Why Trump’s New Hire Marks a Turning Point for the White House

4 minute read

In President Donald Trump’s operations, experience often takes a back seat to familiarity, trust, and a keen eye for what pleases the boss. So it made sense that Anthony Scaramucci was brimming with confidence when he took to the White House podium Friday, just hours after being named Trump’s new communications director.

Scaramucci, a smooth-talking New York financier, has almost no experience in Washington politics other than as a writer of checks to members of both parties. But he knows both his audience and his way around a television camera, and spent much of his first 34 minutes at the podium emphasizing the close personal affection he has for his new boss.

The appointment of Scaramucci, which triggered the resignation of beleaguered White House press secretary Sean Spicer, may mark a turning point in an administration that is increasingly under fire. His hiring signals that a President increasingly irritated by the Russia scandals and congressional stalemate is putting his instincts ahead of the counsel of his most trusted hands.

In hiring Scaramucci, Trump overruled the advice of his chief strategist, Steve Bannon, and chief of staff, Reince Priebus. Even Spicer’s decision to thrown down a him-or-me gauntlet didn’t persuade the President. Instead Trump relied on the guidance of his daughter Ivanka and son-in-law Jared Kushner, both of whom pushed for the move.

For six months, Trump had tried it the Washington way, hiring veteran Republican hands to lead his communications shop. But both Spicer and former communications director Mike Dubke, who resigned at the end of May, lacked the most important currency in the Trump realm: a rapport with the boss. Neither was sure of their place in his orbit, and therefore neither could speak authoritatively for the President. Spicer, a Washington fixture best known as a strategist and flack for the Republican National Committee, labored under the impossible task of defending a President who never quite trusted him and often embarrasses his press shop by contradicting their answers.

Within seconds of taking the podium, Scaramucci proved he was in a very different situation. His first act was announcing that Sarah Sanders, Spicer’s deputy, would be the outgoing press secretary’s replacement. Naming such hires is a task traditionally left to the president.

Scaramucci, a Harvard-educated lawyer, has spent his career navigating the hard-charging New York finance scene. He isn’t the first wealthy financier to find a valued place in Trump’s inner orbit. Trump has demonstrated a penchant for placing trust in those whose success is independent of his, like Treasury Secretary Steven Mnuchin, Commerce Secretary Wilbur Ross, and Director of the National Economic Council Gary Cohn.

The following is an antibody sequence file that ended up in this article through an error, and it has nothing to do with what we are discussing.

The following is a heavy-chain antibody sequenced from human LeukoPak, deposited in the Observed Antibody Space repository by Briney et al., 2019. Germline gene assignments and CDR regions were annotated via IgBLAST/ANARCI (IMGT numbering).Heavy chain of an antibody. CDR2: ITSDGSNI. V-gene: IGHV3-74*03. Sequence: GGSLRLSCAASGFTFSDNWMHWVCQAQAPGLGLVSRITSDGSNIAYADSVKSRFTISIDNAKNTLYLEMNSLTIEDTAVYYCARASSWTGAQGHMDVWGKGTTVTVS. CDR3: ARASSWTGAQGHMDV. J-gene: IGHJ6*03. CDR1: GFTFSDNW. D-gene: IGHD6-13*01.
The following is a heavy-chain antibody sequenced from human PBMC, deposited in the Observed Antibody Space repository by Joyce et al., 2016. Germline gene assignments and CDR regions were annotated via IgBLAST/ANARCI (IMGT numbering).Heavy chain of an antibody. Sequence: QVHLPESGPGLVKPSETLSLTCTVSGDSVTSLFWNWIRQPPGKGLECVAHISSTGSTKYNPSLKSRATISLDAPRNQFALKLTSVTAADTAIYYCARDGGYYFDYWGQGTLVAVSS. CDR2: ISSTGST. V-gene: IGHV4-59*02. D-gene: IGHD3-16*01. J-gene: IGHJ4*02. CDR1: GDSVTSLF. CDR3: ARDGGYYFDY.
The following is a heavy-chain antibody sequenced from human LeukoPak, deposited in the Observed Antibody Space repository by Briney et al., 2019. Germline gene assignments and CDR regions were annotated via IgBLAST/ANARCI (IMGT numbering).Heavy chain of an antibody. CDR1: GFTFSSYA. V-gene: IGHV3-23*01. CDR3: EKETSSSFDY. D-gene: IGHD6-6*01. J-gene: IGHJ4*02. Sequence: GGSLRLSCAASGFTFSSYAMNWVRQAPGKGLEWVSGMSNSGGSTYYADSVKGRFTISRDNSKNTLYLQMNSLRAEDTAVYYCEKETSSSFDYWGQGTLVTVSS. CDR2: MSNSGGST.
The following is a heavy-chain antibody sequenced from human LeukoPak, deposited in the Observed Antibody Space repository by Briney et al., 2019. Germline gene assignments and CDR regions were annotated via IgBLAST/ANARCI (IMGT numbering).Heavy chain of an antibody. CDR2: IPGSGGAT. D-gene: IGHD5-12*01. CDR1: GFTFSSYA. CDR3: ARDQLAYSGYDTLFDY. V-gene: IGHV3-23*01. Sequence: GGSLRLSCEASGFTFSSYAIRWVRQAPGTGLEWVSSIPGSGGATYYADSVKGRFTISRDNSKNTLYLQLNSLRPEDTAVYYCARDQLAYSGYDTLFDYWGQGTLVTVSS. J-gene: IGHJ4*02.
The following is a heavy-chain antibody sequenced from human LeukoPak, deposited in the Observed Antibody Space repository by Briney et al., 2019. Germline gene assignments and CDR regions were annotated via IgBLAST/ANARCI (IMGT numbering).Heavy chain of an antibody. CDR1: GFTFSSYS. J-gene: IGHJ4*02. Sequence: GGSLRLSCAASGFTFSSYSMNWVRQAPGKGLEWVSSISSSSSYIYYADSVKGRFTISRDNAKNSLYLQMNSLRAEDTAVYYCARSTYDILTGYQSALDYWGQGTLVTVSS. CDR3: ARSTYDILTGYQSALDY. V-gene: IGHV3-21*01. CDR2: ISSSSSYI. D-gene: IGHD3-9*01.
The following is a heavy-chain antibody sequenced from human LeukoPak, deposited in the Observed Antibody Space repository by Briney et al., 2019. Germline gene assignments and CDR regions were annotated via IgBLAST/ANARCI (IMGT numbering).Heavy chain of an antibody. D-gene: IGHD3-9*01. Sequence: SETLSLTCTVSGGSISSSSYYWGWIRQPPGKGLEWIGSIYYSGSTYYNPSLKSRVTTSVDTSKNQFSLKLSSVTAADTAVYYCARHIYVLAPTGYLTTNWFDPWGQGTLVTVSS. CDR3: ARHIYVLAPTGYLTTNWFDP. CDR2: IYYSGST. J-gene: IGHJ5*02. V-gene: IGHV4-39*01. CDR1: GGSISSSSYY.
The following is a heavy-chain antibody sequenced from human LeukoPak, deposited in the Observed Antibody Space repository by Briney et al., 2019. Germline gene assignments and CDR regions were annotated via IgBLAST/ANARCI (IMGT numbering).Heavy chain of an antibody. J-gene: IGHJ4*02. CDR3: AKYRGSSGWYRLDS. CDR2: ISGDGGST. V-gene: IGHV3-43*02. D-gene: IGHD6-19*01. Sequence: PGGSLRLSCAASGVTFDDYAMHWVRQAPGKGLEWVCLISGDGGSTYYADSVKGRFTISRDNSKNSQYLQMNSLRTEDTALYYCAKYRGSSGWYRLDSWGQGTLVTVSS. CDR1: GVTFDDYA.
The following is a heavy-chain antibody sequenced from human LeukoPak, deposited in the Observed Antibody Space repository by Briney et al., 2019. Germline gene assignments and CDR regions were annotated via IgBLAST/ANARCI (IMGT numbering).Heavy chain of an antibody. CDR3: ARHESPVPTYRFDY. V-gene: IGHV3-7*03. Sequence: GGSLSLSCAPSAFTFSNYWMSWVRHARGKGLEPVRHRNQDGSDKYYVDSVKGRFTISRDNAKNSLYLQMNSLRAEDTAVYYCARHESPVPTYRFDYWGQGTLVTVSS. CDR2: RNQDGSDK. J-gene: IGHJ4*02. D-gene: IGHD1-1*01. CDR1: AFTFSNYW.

The new hire’s easy demeanor and self-effacing answers about his past failures and middle-class upbringing drew an instant contrast from the man he was replacing. And he hewed to a cardinal rule of life in the Trump employ: keep the focus on the chief. Scaramucci’s obsequious display of fealty and devotion may have elicited groans, but they were tailor-made for an extra special audience of one. “I’m very, very loyal to the President,” he declared, adding at least four times that he “loves” the man in the Oval Office.

Scaramucci dodged questions about the ongoing Russia probe, saying he’d yet to have been briefed by the White House Counsel on the limits of what he can say in public. But he failed to avoid some of the same pitfalls that have plagued his predecessor, as he found himself defending Trump’s unfounded claim that 3 million or more illegal votes were cast in 2016. “There’s probably some level of truth to that,” Scaramucci said. (There isn’t.) And he dismissed pessimism over the GOP’s healthcare bill and the president’s dismal poll numbers.

“The president has really good karma, and the world turns back to him,” Scaramucci said of the healthcare bill.

Pressed on Trump’s approval ratings, Scaramucci went further, spinning a yarn about how poll numbers are only an accurate reflection of a moment in time. “The American people are actually playing a long game,” he said. “And I think they really, really love the president.”

It was just the sort of answer the president loves.

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